So Dino, tell me what is “Triberr“?
It’s interesting that you should describe it as a weapon seeing as that’s how I’ve seen it since day one. Berrie Pelsner was kind enough to invite me into the beta fold and I’ve been a hardcore advocate ever since.
How did this start?
It all started with the realization, back in February of 2011.
There is inequity in the blogosphere. There is inequity in real life as well. Attention always pools at the top.
1% of superstar bloggers get 99% of attention. And attention = money. But the superstar bloggers are not making superstar content. In fact, their content is safe, it’s boring, it’s regurgitated, it’s just plain mediocre, at best.
And they get 100s, sometimes 1000s of social media shares. Why?
Meanwhile, there are so many amazing small bloggers writing kick-ass content that no one ever sees. I decided that enough is enough. These small voices need to be heard, and we are stealing the attention away from 1 percenters.
What’s next for the service in your mind?
We have managed to be effective at extending the reach and grabbing attention for small, quality bloggers.
We feel we’ve fixed that problem at least for bloggers who are members of Triberr.
Our next step is to enable bloggers to do more, in less time.
This means single-click approval for multiple destination networks, single interface for managing all your comments, eliminating the need for guest posts, etc.
Talk to me about launching an actionable social service with a minimal budget?
Our budget wasn’t minimal. It was non existent.
Dan Cristo and I both (still) have full time jobs outside of Triberr, so getting few hundred bucks together to cover the hosting fee, domain registration, etc. wasn’t that big a deal.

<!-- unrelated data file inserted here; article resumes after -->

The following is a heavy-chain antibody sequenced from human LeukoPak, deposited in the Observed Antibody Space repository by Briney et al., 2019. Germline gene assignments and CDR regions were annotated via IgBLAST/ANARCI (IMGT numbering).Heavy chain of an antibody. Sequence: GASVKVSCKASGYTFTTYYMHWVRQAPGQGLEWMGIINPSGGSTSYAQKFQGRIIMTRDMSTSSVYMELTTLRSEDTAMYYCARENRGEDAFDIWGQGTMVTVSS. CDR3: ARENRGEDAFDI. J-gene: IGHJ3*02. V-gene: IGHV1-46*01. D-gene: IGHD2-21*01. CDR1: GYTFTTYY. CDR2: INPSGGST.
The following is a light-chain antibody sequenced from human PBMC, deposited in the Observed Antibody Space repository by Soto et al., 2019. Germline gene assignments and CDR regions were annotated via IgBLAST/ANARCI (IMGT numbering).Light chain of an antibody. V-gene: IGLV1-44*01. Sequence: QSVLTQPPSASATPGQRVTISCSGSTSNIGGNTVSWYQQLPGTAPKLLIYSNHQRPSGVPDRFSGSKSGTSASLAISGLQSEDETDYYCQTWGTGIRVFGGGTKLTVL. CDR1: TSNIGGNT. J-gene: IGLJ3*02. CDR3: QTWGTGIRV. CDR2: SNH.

Not having to beg for money also enabled us to keep our independence and our intentions pure.
It sucks to have to work 80hrs a week, but when you believe you’re doing something that matters, it doesn’t matter.
How did you use social media to build Triberr?
The first few hundred members were all trusted, and loyal friends I’ve been blessed to have because of my own blog, DIYBlogger.NET.
But since Triberr is a killer social platform all on its own, we’ve had to do very little to get people in the door. Our members usually write about us in order to bring their audience into Triberr.
So it was the blogs, and NOT the social channels that played the major role. The social channels did play a supporting role since those blog posts would be shared through Triberr to many other bloggers, thereby raising awareness for those who were completely out of the loop.
A virtuous cycle indeed.
You seem so open minded about getting feedback and improvements. Tell me about the process of deciding what’s important, what’s phased and what ideas just aren’t right.
We’re building Triberr for me, first and foremost.
Both Dan and I are bloggers. So we know where the pain points are. We know what’s missing. And we’re not afraid to piss people off.
For example. When Triberr first opened doors (in March of 2011), all sharing was automatic. We called it automagication :-)
Imagine joining a tribe of say 30 or 40 bloggers, and every time you publish a blog post, you get guaranteed 40 retweets. Thats HUGE!
But many didn’t like this. The ones that didn’t like it were either 1 percenters, or drinking 1 percenter cool-aid.
We’ve added manual mode about a month later, and now manual mode is the default.
What’s more interesting to me is that now that auto-sharing is available to 1 percenters, no one is making a peep.
I’m talking about Facebook’s auto-share function available for major media properties. So for example, you can enable auto-sharing for NYTimes.
Interesting, don’t you think? It’s interesting that no one is making a peep about this.